Another set of podcasts, this time from Escape Pod, which podcasts science fiction stories. These are a little scattered in ordering. I grew dissatisfied with Google Listen’s (the default Android podcast catcher) features and particularly it’s user interface and switched to BeyondPod. BeyondPod, though the UI wasn’t exactly intuitive, worked much better once I got used to it. Super-easy, just not explained too well in the app. Anyway, BeyondPod had the ability to go back further than Listen did, so after listening to Infestation, the next bunch of podcasts were from months earlier.
Infestation by Garth Nix
Episode 222 contains
Infestation by Garth Nix from the John Joseph Adams edited By Blood We Live, narrated by Geoff Michelli. The Adams anthology is vampire themed, and this story seems like what I would imagine a pretty typical vampire story to be.
What I would imagine is a key phrase here, as I don’t really read much vampire fiction, the odd bribe to read Stephenie Meyer excepted. A bunch of semi-amateur vampire hunters go into a closed off zone where a nest of them have been discovered. For some reason vampire hunters get first dibs at them before the government levels the place with explosives. I don’t know why, but it does lead to certain plot twists that could not have happened without that caveat. One of the hunters is an old pro, the rest are relatives of vampire victims claiming blood. They fight. Mostly interesting for the interplay between the various hunter characters, but still about average overall. Love Michelli’s narration though. He has a very fluid voice that I like but that I haven’t heard in much audio fiction.
Will You Be an Astronaut? by Greg van Eekhout
Jumped back to Episode 202, which had Greg van Eekhout‘s
Will You Be an Astronaut?, narrated by Christiana Ellis. I really didn’t like the narration here, but I don’t think it’s Ms. Ellis’ fault. The story is written as a pseudo child’s story, so Ms. Ellis reads it as if reading it to a class of small children, with the kinds of inflection that parents and teachers and librarians use with children. Maybe I’d make a bad parent because of it, but I never use that tone of voice or inflection with kids. I hated being talked to that way, and I hate talking to anyone that way. But that’s the way people do things with kids, so I can’t really blame Ms. Ellis.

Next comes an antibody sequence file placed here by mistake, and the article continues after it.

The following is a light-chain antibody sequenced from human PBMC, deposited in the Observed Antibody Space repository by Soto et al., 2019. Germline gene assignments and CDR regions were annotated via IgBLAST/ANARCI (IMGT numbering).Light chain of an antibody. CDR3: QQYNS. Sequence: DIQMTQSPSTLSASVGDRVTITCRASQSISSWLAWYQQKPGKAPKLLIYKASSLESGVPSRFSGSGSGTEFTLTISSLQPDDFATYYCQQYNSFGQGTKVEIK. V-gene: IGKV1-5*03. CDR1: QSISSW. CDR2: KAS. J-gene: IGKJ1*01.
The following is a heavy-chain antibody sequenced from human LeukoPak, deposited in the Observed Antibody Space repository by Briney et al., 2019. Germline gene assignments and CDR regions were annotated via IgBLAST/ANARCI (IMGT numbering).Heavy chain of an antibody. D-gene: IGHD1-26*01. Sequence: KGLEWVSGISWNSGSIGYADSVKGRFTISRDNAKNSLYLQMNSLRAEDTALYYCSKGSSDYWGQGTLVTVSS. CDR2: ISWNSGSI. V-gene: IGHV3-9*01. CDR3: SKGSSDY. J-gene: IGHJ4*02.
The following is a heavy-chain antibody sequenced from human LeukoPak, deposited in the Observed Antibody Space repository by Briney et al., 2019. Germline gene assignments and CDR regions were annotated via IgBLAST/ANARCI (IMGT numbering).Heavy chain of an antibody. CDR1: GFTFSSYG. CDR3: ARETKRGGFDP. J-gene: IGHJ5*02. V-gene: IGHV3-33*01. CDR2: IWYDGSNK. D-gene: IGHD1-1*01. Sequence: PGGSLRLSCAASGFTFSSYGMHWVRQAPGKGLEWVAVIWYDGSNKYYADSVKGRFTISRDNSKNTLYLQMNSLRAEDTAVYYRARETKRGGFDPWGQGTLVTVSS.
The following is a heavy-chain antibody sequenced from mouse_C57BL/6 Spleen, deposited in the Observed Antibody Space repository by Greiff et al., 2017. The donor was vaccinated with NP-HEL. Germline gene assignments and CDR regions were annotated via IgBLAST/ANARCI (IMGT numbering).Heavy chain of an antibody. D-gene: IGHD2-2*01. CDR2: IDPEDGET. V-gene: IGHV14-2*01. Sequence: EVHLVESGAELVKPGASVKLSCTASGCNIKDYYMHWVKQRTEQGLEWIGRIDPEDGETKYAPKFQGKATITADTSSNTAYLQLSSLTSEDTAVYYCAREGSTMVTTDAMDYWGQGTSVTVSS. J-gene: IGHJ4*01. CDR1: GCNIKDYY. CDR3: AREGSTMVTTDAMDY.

The story itself is okay. As I noted, it’s written as a pseudo-children’s book, telling the story of an astronaut in the future. In that future, Latin America has taken the lead in space exploration after the failed Apollo moon mission (it made it there, but didn’t make it back). But astronauts aren’t so much explorers as they are young soldiers, because aliens are attacking Earth, and astronauts have to shoot them down. The hook isn’t so much the science fiction as the juvenile fiction style. One thing that comes through with that form is just how indoctrinating it is.
The Legend of St. Ignatz by Samantha Henderson
Episode 203 was
The Legend of St. Ignatz by Samantha Henderson, read by Ray Sizemore. A less than honorable priest is stationed on an alien planet to minister to extraterrestrials that look like insects and also to plunder their resources, both for himself and for the church. Only things go terribly wrong. Bringing the Gospel to a foreign culture that doesn’t speak your language and doesn’t share your background is ripe for issues. A very solid story.
The Fifth Zhi by Mercurio D. Rivera
Episode 204‘s story comes from
Mercurio D. Rivera,
The Fifth Zhi read by Steve Eley. A clone (#5 of hundreds of Zhi’s) is part of a wave of humans attacking a giant stalk from space that’s landed on Earth and causing nightmares for humans. No one knows what it’s purpose is, but it puts up a force field to protect itself against the humans. The fifth Zhi is the only one to make it through; he carries a poison designed to kill the stalk if he can make it through. But despite the science fiction element, this is really a father-son story in an age of clones, not so much an alien story. Only the son is one of all of many nearly identical clones, bred for a singular purpose. That messes with
familial bonds. I like this one, because it started off letting the reader think it was about one thing, but revealed itself to be something else by the end.
I’m going to need to figure out how to title these podcast roundup reviews, since they are going to start getting duplicative. But I’ll figure that out next time.